A friend of mine who is in the same medieval society as me was inducted into the “Order of the Laurel” last weekend. This is our club’s way of recognising outstanding achievement in the study and recreation of historical things (in her case, dressmaking), and it is kind of a big deal. Part of the ceremony is a ‘vigil’, a period where the inductee is seated in a separate room or tent and is visited by friends and older Order members for congratulations and advice. The vigil traditionally involves finger food, and that is where I came in.
From Marx Rumpolt’s 1581 New Kochbuch comes a recipe for Piscoten – biscotti, crunchy sweet morsels that can be nibbled as they are or dunked:
Take good white flour, add several eggs, anise, coriander, and a little salt. When the dough is made, work it into a long shape, place it on a board, place it by the fire so that the heat touches it, cover it with a warm tablecloth, and allow it to rise. Then put it into a hot oven and bake it. Remove it, allow the cake to cool, cut off the rinds and cut it into broad slices, about a finger thick. Rub these with fine ground white sugar on both sides, place them on clean paper and put them into a cool oven, turning over frequently so that it dries quickly. Keep it and serve it warm or cold. This is called roasted rusks (gebraten Piscoten).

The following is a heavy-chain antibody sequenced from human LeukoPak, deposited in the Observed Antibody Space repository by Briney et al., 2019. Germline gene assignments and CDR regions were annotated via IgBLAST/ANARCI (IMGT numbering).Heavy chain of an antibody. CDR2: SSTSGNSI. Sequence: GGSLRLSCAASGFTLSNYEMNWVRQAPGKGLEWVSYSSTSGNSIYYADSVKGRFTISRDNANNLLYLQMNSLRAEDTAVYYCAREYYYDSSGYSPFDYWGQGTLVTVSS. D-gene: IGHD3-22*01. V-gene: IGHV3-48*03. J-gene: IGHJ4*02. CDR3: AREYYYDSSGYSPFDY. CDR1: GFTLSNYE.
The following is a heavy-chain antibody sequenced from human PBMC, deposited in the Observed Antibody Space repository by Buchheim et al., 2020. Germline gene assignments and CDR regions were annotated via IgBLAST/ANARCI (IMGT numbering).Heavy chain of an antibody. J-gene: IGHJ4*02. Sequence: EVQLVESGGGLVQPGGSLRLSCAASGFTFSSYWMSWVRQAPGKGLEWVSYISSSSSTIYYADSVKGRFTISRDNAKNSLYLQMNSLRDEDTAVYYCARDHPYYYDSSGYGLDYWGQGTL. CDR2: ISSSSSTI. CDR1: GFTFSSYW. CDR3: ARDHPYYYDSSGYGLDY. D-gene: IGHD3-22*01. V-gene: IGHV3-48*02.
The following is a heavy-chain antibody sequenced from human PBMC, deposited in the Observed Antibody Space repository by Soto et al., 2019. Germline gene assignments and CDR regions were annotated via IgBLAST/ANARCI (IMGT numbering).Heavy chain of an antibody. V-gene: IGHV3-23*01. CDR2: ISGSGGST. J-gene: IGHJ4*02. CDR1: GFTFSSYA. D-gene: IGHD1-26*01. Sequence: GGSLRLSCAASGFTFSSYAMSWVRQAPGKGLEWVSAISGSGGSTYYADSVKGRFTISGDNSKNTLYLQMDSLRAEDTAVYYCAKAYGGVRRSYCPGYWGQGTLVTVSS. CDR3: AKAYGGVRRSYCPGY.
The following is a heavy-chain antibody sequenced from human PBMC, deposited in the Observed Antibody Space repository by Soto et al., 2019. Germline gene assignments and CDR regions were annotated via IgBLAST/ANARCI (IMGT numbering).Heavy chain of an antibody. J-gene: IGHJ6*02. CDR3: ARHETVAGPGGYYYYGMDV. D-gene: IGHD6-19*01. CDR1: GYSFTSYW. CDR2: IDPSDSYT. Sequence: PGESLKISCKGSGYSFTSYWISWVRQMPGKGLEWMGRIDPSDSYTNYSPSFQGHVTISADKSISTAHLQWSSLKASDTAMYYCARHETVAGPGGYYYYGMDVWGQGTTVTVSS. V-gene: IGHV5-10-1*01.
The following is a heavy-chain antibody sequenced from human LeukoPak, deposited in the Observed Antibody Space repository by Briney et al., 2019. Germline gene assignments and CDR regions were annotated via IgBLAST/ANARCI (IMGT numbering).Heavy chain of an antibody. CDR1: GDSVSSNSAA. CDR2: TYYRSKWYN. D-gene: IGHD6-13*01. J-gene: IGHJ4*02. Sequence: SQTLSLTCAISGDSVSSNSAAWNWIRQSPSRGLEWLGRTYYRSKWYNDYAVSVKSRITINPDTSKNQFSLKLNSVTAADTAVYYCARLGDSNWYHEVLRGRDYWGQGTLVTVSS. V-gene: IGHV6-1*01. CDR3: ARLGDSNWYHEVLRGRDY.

This basically is how we still make biscotti. A leavened dough (which I assume is intended as it is expected to rise) is baked, sliced, and dried. Anise and coriander (that is, dry coriander seed, not the leaves) harmonise well, and while modern tastes would expect the dough itself to be sweetened (and I did), this is by no means necessary. The sugar on the outside is quite enough.
There is a wide range of rusk/biscotti recipes in the Renaissance corpus of German recipes. Many are more interesting, using rice flour, beaten egg, various spices, and in one case suggesting something akin to dry meringue. These are easily the most pedestrian. They are also rather dry and hard, calling for something to dip them in. I provided May Dish.
The mid-sixteenth century libellus de lacte et de operibus lactariis provides a description of Cibus Maiis:
Melca or freshly curdled milk is also seasoned with sugar together with butter, a dish that is served at feasts crowned with flowers stuck into it. It is called May food, since it is mostly eaten at this time, when much springtime sweetness from the feed passes into milk and butter.
This is an extremely luxurious way of consuming fresh dairy, but a mix or quark or curdled cream, sweet butter, and sugar served chilled is a sensual delight. Later recipes also add rosewater, which is a nice additional touch to the freshness. You can vary the viscosity by controlling the proportion of butter, and I went with a relatively liquid mix to be scooped up with the Piscoten.